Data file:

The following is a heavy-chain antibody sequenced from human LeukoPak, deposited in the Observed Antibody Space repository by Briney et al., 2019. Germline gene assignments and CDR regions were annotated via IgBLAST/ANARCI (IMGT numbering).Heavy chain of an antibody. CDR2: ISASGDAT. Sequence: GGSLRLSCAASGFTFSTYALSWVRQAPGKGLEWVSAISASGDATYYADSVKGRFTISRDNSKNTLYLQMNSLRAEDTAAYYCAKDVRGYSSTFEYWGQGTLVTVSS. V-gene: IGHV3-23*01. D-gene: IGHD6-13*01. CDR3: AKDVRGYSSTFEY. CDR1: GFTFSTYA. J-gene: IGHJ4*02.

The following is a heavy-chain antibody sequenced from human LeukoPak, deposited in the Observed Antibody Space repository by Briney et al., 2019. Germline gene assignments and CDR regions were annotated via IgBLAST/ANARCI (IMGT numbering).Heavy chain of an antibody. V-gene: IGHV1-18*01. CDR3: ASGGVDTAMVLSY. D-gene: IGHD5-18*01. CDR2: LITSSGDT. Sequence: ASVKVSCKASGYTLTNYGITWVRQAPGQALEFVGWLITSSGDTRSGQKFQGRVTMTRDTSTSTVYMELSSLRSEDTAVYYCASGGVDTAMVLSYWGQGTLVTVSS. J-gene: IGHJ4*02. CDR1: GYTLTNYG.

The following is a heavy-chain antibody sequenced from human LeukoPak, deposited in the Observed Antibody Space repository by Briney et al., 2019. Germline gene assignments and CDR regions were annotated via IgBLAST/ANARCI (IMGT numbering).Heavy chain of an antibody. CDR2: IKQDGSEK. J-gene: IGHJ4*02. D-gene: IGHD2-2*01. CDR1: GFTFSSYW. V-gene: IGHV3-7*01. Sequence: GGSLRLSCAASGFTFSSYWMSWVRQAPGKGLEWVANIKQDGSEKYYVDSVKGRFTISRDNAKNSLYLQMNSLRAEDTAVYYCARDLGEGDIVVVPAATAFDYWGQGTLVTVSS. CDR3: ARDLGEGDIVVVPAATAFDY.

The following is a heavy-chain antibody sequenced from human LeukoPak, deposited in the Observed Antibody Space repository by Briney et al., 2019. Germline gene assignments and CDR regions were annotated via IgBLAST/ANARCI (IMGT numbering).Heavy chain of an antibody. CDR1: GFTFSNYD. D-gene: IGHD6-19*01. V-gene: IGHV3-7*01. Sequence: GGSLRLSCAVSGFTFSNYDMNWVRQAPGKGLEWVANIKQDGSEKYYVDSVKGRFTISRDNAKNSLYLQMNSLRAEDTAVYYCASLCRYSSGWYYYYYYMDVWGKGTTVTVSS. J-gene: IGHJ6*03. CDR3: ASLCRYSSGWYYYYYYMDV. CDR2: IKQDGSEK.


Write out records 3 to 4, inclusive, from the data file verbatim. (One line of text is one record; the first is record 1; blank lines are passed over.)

The following is a heavy-chain antibody sequenced from human LeukoPak, deposited in the Observed Antibody Space repository by Briney et al., 2019. Germline gene assignments and CDR regions were annotated via IgBLAST/ANARCI (IMGT numbering).Heavy chain of an antibody. CDR2: IKQDGSEK. J-gene: IGHJ4*02. D-gene: IGHD2-2*01. CDR1: GFTFSSYW. V-gene: IGHV3-7*01. Sequence: GGSLRLSCAASGFTFSSYWMSWVRQAPGKGLEWVANIKQDGSEKYYVDSVKGRFTISRDNAKNSLYLQMNSLRAEDTAVYYCARDLGEGDIVVVPAATAFDYWGQGTLVTVSS. CDR3: ARDLGEGDIVVVPAATAFDY.

The following is a heavy-chain antibody sequenced from human LeukoPak, deposited in the Observed Antibody Space repository by Briney et al., 2019. Germline gene assignments and CDR regions were annotated via IgBLAST/ANARCI (IMGT numbering).Heavy chain of an antibody. CDR1: GFTFSNYD. D-gene: IGHD6-19*01. V-gene: IGHV3-7*01. Sequence: GGSLRLSCAVSGFTFSNYDMNWVRQAPGKGLEWVANIKQDGSEKYYVDSVKGRFTISRDNAKNSLYLQMNSLRAEDTAVYYCASLCRYSSGWYYYYYYMDVWGKGTTVTVSS. J-gene: IGHJ6*03. CDR3: ASLCRYSSGWYYYYYYMDV. CDR2: IKQDGSEK.